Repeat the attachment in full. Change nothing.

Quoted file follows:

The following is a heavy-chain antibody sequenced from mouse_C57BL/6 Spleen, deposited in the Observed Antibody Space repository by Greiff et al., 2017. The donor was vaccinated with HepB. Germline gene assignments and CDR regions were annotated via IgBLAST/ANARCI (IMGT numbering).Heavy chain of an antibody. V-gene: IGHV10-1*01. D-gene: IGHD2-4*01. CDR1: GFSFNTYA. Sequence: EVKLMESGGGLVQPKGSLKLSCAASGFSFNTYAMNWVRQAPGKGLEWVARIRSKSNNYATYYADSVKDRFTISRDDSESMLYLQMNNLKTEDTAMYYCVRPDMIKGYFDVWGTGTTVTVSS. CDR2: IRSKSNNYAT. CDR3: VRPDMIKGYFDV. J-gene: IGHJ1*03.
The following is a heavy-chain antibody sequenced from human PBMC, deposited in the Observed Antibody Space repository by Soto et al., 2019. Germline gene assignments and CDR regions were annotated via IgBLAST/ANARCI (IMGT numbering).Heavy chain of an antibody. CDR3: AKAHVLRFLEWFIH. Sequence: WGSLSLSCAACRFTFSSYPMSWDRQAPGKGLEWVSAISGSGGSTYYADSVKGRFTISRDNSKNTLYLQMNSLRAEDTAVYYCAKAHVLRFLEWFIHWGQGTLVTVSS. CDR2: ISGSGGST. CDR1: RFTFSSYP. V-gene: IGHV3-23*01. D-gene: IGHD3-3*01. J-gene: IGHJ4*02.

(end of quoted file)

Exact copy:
The following is a heavy-chain antibody sequenced from mouse_C57BL/6 Spleen, deposited in the Observed Antibody Space repository by Greiff et al., 2017. The donor was vaccinated with HepB. Germline gene assignments and CDR regions were annotated via IgBLAST/ANARCI (IMGT numbering).Heavy chain of an antibody. V-gene: IGHV10-1*01. D-gene: IGHD2-4*01. CDR1: GFSFNTYA. Sequence: EVKLMESGGGLVQPKGSLKLSCAASGFSFNTYAMNWVRQAPGKGLEWVARIRSKSNNYATYYADSVKDRFTISRDDSESMLYLQMNNLKTEDTAMYYCVRPDMIKGYFDVWGTGTTVTVSS. CDR2: IRSKSNNYAT. CDR3: VRPDMIKGYFDV. J-gene: IGHJ1*03.
The following is a heavy-chain antibody sequenced from human PBMC, deposited in the Observed Antibody Space repository by Soto et al., 2019. Germline gene assignments and CDR regions were annotated via IgBLAST/ANARCI (IMGT numbering).Heavy chain of an antibody. CDR3: AKAHVLRFLEWFIH. Sequence: WGSLSLSCAACRFTFSSYPMSWDRQAPGKGLEWVSAISGSGGSTYYADSVKGRFTISRDNSKNTLYLQMNSLRAEDTAVYYCAKAHVLRFLEWFIHWGQGTLVTVSS. CDR2: ISGSGGST. CDR1: RFTFSSYP. V-gene: IGHV3-23*01. D-gene: IGHD3-3*01. J-gene: IGHJ4*02.